Tuesday, February 14, 2012

Start Putting Children First

Submission to the Senate Community Affairs Committee
Regarding: Paid Parental Leave Scheme Bill 2010

Back in February when Abbott attempted to trump the Governments proposed Paid Parental Leave scheme, spokeswoman for the National Foundation for Australian Women, Marie Coleman praised the move, believing Australia lags behind the international community’s standard for paid leave and that six months is the minimum required after the birth of a new baby.

"Indeed the scientific data on child development and the need for parental bonding would suggest that 12 months would be ideal," Coleman said.


Despite Unicef’s recent warning that placing a baby in childcare before the age of 1 can lead to aggressive and anti-social behavior during primary school, the Government continues to award women who return to work and ignores the needs of the majority who choose to stay at home with their children.

According to leading child psychologist and parenting author, Steve Biddulph, children under the age of 3 should not be placed in institutionalized childcare, but should remain in the care of a close relative, as formal or institutionalized daycare situations can lead to separation anxiety, emotional vulnerability and stress.

So the Government continues to ignore the mounting evidence in favour of full-time parent-administered childcare during the formative years. And the Government continues to ignore the 79% of 18-34 year olds who, in a recent Galaxy poll, voted for equal funding for all mothers.

Considering that unwaged mothers represent the majority of those who receive financial assistance in the child-rearing years, one might have expected the Government to be slightly more concerned about where their votes are coming from.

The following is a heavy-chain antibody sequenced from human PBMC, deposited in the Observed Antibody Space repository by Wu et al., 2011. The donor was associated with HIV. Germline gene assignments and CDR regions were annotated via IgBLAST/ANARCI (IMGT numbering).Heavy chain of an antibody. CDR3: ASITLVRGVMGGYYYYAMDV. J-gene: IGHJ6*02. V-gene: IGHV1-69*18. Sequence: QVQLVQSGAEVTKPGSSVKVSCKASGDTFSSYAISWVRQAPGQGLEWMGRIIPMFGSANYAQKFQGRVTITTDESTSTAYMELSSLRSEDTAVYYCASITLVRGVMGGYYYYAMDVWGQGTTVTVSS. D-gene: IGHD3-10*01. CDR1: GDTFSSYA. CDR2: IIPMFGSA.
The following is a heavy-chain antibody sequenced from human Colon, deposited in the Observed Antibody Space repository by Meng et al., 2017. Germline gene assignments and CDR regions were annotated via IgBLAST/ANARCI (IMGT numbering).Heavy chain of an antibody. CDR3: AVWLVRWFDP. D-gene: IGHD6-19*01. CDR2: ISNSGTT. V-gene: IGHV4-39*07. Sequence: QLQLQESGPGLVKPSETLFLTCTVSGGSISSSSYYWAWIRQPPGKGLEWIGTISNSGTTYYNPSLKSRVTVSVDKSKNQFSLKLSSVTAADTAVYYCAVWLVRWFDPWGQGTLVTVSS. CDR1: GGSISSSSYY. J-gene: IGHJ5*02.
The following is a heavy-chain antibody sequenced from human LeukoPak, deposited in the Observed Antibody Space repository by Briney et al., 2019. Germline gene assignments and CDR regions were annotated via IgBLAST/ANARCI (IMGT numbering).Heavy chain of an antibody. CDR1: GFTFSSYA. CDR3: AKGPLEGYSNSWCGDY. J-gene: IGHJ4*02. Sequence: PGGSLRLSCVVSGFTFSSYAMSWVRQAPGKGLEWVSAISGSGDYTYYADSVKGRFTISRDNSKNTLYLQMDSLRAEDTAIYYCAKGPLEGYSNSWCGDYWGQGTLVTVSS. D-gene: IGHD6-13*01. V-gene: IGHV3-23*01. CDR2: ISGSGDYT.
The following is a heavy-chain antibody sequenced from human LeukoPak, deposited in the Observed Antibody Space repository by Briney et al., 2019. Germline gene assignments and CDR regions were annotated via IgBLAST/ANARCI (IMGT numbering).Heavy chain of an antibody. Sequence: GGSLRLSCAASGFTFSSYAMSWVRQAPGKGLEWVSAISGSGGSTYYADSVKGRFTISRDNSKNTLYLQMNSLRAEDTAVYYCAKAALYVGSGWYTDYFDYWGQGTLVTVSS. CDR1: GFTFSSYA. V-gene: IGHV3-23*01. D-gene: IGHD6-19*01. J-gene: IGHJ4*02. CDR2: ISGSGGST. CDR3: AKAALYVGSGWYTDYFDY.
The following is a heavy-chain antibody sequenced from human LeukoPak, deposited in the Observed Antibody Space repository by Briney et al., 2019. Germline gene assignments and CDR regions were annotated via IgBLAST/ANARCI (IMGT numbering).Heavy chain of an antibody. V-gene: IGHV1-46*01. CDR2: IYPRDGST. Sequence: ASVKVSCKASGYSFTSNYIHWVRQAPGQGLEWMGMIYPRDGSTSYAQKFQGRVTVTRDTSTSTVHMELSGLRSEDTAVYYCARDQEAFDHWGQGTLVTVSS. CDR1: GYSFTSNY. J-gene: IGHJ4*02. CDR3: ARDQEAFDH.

Please abandon this discriminatory and detrimental scheme in favour of a universal childcare endowment which assists all families equally.

© Eva Whiteley 2010

Pornography = Negative Sex Education

Educators have finally begun to discuss the damaging effect of pornography on young people.

In their interviews with 140 young people, Dr David Corlett and Maree Crabbe found that violent, graphic and sexist pornography is being widely accessed by teenagers. Accessibility to pornography has been exacerbated by high internet usage, social media addiction and imported video games.

Corlett and Crabbe developed a documentary out of the interviews and hope to use it as proof that pornography provides “negative sex education”.

And with 92 per cent of boys and 61 per cent of girls between the age of 13 and 16 having viewed pornography online, it is Australia’s most dominant sex educator.

For years, educators have noticed and acknowledged disturbing increases in eating disorders, coerced underage sex and low self esteem. This research is the first major look at how pornography might be affecting the increase. 

© Eva Whiteley 2012